They decided to downsize a bit and opened the bakery in Arnprior. For a time, they ran both businesses and then Angela took over the Bonnechere Bakery and Bistro. However, they were always looking out for another challenge.

Maureen, who was diagnosed with breast cancer many years ago, saw a recurrence of cancer and the sisters were re-evaluating their business again. However, she has responded well to treatment and she really felt it was time to take on a new challenge.

“I was reading a book and in it Caleb said to God ‘give me this mountain’ and I said to Marie, where is our mountain?” she recalled.

The sisters, both women of deep faith, read the same books and they were inspired. Caleb was 85 when he prayed for the mountain, they noted.

“And I got a call from the doctor and things were good, so I said, ‘what about that mountain Marie?’,” Maureen said.

They came to look at the Klaesis bakery and were captivated by the building and the business possibilities. The bakery has operated as a bakery since 1883. An old picture of W. McGaughey, baker and grocer, is on the bakery walls.

“We love old buildings,” Marie said.

In their early 60s and not ready to retire yet, they decided to buy the business.

“I have a purpose, and this is what I want to do,” Marie noted.

Highly organized, they have a vision and a mission statement. Their mission statement is very important to them and part of the way they life their lives.

“We desire a more authentic lifestyle similar to that lived out by our grandparents – where faith and family values prevailed, ingredient were simple, neighbours were friends and a hard day’s work made you feel satisfied,” it states.

Incorporating this into their new business, the transition has been very smooth and they are delighted to continue to offer some of the traditional items customers looked for there for generations, as well as incorporating new treats. Their baker was trained by former owner Erwin Beck, so the recipes are consistent with those German breads, pretzels and buns. The pastry chef who worked with the Klaesis has stayed with the business. Interestingly enough, she has also worked with the Raddatz twins in Arnprior as a high school co-op student.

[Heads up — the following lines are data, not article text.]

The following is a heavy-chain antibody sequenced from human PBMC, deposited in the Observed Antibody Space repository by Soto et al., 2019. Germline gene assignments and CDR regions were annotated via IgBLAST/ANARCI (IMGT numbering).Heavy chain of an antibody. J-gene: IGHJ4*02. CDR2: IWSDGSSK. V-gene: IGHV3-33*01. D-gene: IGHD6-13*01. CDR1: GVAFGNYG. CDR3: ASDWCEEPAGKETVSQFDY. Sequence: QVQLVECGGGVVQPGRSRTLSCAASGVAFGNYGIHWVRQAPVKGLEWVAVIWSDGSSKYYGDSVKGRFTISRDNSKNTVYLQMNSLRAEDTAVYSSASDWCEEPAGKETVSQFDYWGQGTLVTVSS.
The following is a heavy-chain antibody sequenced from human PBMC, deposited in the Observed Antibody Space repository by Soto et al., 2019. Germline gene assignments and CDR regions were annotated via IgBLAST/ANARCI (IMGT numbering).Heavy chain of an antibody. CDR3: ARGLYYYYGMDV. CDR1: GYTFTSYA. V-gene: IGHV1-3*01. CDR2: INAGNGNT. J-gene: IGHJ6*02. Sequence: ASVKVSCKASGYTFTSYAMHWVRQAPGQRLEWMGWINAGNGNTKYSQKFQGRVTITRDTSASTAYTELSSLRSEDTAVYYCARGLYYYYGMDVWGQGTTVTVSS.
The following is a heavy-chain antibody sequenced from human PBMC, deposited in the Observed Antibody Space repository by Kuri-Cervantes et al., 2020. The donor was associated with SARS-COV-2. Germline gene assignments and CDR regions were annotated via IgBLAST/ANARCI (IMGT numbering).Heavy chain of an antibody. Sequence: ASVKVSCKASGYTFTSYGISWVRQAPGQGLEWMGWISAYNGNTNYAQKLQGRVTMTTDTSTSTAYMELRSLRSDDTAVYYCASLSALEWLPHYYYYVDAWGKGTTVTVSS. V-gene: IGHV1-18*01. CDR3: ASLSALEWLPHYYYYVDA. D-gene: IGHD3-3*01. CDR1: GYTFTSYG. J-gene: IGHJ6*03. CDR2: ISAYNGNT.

“We wanted to keep the knowledge of the Becks, Klaesis and Schmidt’s,” Maureen said.

One change is the reopening of the café which closed during COVID.

“People like to get together and be together,” Marie notes.

They also have a nice patio outdoors with flowers for extra seating. For anyone looking for parking, they note there is additional parking in a large parking lot across the street.

“We want this to be a destination,” Marie said. “We put the word bakery on the side of the building and we want people to come in.”

Maureen said they are excited to have their business be a complement to the other businesses in Pembroke and to be involved in the business community.

So, what is their favourite product?

“Everything,” said Maureen with a laugh.

Schmecken Bakery is open Tuesday to Friday 8:30-4 p.m. and on Saturday from 8:30 to 3 p.m. It is located at 361 Isabella Street in Pembroke.

Debbi Christinck, Local Journalism Initiative Reporter, The Eganville Leader